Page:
Tuesday, May 22, 2012
Study Finds Corgis Especially Susceptible To Distracted Driving
More than 4,000 dogs die each year in vehicle crashes caused by distracted driving, many of whom were texting and talking on cellphones behind the wheel, according to a new study out today from the University of Washington. Corgis appear to be especially susceptible to distraction.
The National Highway Traffic Safety Administration estimated that 89 percent of all Corgis involved in fatal crashes were believed to be distracted -- "the highest proportion of any canine group," according to the author of the report.
“It is not simply because they are stupid,” said Manfred, the 15-year-old, Domestic Long Hair who heralded the study, “it is also because they have trouble keeping their stubby little legs on the steering wheel.”
Researcher Manfred is a 2008 UW cum Laude graduate in traffic law
Texting while driving is particularly perilous. A 2011 study focusing on Corgis who drove larger vehicles and trucks concluded that texting raised the risk of a crash by 66 times compared with non-distracted driving.
Talking on a cellphone is also dangerous. "Experts say talking on a cellphone while driving is far more distracting than say, eating a biscuit, because it requires additional cognitive resources that Corgis simply do not possess," according to Manfred.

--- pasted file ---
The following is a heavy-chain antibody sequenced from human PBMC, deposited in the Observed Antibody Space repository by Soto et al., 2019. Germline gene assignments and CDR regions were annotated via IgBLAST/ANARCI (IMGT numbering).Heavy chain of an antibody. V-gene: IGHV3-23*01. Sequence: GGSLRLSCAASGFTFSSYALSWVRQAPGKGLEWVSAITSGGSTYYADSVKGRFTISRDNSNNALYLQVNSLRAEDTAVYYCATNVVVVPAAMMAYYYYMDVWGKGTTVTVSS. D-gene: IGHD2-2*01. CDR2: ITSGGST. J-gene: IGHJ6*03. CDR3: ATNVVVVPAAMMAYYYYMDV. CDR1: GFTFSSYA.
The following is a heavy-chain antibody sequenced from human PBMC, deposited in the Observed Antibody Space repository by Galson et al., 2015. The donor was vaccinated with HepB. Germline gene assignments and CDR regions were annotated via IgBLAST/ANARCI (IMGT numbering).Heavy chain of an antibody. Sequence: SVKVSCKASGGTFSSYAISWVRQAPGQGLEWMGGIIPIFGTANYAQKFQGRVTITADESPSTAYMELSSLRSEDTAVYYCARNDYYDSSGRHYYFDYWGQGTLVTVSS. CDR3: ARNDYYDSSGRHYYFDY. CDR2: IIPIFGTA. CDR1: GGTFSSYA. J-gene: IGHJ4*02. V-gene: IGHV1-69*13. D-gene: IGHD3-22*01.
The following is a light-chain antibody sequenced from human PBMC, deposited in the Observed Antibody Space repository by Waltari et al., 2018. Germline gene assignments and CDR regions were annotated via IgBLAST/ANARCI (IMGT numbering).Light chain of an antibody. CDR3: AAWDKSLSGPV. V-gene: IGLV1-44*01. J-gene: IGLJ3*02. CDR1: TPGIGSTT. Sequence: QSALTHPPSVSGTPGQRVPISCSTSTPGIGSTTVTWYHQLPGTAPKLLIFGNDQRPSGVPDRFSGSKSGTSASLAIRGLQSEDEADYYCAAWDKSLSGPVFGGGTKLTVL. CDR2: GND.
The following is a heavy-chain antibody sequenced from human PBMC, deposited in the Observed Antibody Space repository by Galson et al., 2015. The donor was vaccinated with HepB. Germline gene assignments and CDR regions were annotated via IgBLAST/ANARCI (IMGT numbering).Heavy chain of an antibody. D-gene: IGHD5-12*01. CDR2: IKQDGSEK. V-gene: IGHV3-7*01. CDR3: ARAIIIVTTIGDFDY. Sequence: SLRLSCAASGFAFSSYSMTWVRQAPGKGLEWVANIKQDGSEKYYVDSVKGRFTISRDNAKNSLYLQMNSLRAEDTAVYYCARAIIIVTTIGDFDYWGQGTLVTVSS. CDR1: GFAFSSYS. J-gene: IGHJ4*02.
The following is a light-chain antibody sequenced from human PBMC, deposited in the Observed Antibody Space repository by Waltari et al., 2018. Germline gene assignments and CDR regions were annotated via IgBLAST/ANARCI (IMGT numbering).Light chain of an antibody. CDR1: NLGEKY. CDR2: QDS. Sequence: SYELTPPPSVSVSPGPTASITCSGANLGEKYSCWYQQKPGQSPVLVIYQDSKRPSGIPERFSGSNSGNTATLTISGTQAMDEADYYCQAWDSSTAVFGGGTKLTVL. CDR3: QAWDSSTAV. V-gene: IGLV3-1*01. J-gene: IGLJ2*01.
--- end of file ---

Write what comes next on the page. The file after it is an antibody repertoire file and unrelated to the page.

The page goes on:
“Texting or talking Corgis took their eyes off the road for each text an average of 4.8 seconds,” Manfred said. “Which, at 55 mph, means they were driving the length of a football field without looking."
Corgis may be super cute and athletic, but lack the cognitive resources required to text and drive
Although some Corgis think they can safely talk and drive, researchers who observed Corgis in driving simulators as well as in actual cars on the road find that 94 percent of them crashed while either talking to themselves or using cellphones.
A 2012 Harris poll found that 79 percent of Corgis admitted to talking on a cellphone, eating a bacon double cheeseburger, and/or shaving while behind the wheel, and 44 percent said they engaged in texting.
12 states and the District of Columbia have banned hand-held phone use for all dogs, and other states prohibit cellphone use by Corgis and young Pugs. Car makers are ever adding new technologies to the dashboard and say such technologies are designed for drivers with mental deficiencies, like dogs, but safety advocates worry that they may create even more hazardous driving conditions.
Sharyn Thoma Guay reporter-at-large
at May 22, 2012
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